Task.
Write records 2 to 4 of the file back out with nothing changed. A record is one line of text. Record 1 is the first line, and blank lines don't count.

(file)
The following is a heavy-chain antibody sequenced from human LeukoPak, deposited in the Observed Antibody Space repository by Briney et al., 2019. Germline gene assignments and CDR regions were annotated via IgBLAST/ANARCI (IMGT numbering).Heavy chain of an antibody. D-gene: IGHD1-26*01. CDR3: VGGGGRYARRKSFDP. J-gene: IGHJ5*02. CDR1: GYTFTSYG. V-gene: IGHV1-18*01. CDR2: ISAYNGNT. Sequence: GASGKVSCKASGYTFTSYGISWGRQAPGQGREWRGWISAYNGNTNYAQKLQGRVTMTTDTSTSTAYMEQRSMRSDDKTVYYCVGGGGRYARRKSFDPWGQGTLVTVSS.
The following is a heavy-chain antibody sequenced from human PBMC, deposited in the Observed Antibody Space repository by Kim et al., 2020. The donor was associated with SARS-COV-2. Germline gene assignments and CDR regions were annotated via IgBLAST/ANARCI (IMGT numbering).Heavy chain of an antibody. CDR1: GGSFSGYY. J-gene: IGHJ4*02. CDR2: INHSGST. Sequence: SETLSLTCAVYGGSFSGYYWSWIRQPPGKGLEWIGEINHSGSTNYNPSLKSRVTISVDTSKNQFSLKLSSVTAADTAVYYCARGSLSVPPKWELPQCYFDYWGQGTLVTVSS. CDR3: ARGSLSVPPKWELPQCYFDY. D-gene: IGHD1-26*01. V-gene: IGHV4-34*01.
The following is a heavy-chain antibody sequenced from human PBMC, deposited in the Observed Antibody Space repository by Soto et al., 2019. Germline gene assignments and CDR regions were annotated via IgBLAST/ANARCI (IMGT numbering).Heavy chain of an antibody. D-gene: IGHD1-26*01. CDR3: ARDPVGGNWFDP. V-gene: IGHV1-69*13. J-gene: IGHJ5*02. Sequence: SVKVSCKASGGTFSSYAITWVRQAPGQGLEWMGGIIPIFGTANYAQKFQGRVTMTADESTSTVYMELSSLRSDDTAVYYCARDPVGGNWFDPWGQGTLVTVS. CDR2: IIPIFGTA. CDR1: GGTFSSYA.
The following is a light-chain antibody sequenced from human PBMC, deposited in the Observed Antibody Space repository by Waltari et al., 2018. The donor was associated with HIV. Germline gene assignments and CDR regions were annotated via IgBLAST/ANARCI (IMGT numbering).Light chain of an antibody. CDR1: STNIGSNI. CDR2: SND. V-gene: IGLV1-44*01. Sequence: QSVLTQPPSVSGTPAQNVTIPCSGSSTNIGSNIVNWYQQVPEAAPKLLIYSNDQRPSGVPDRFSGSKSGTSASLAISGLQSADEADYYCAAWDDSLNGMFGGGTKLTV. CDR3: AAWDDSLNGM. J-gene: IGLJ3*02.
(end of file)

The following is a heavy-chain antibody sequenced from human PBMC, deposited in the Observed Antibody Space repository by Kim et al., 2020. The donor was associated with SARS-COV-2. Germline gene assignments and CDR regions were annotated via IgBLAST/ANARCI (IMGT numbering).Heavy chain of an antibody. CDR1: GGSFSGYY. J-gene: IGHJ4*02. CDR2: INHSGST. Sequence: SETLSLTCAVYGGSFSGYYWSWIRQPPGKGLEWIGEINHSGSTNYNPSLKSRVTISVDTSKNQFSLKLSSVTAADTAVYYCARGSLSVPPKWELPQCYFDYWGQGTLVTVSS. CDR3: ARGSLSVPPKWELPQCYFDY. D-gene: IGHD1-26*01. V-gene: IGHV4-34*01.
The following is a heavy-chain antibody sequenced from human PBMC, deposited in the Observed Antibody Space repository by Soto et al., 2019. Germline gene assignments and CDR regions were annotated via IgBLAST/ANARCI (IMGT numbering).Heavy chain of an antibody. D-gene: IGHD1-26*01. CDR3: ARDPVGGNWFDP. V-gene: IGHV1-69*13. J-gene: IGHJ5*02. Sequence: SVKVSCKASGGTFSSYAITWVRQAPGQGLEWMGGIIPIFGTANYAQKFQGRVTMTADESTSTVYMELSSLRSDDTAVYYCARDPVGGNWFDPWGQGTLVTVS. CDR2: IIPIFGTA. CDR1: GGTFSSYA.
The following is a light-chain antibody sequenced from human PBMC, deposited in the Observed Antibody Space repository by Waltari et al., 2018. The donor was associated with HIV. Germline gene assignments and CDR regions were annotated via IgBLAST/ANARCI (IMGT numbering).Light chain of an antibody. CDR1: STNIGSNI. CDR2: SND. V-gene: IGLV1-44*01. Sequence: QSVLTQPPSVSGTPAQNVTIPCSGSSTNIGSNIVNWYQQVPEAAPKLLIYSNDQRPSGVPDRFSGSKSGTSASLAISGLQSADEADYYCAAWDDSLNGMFGGGTKLTV. CDR3: AAWDDSLNGM. J-gene: IGLJ3*02.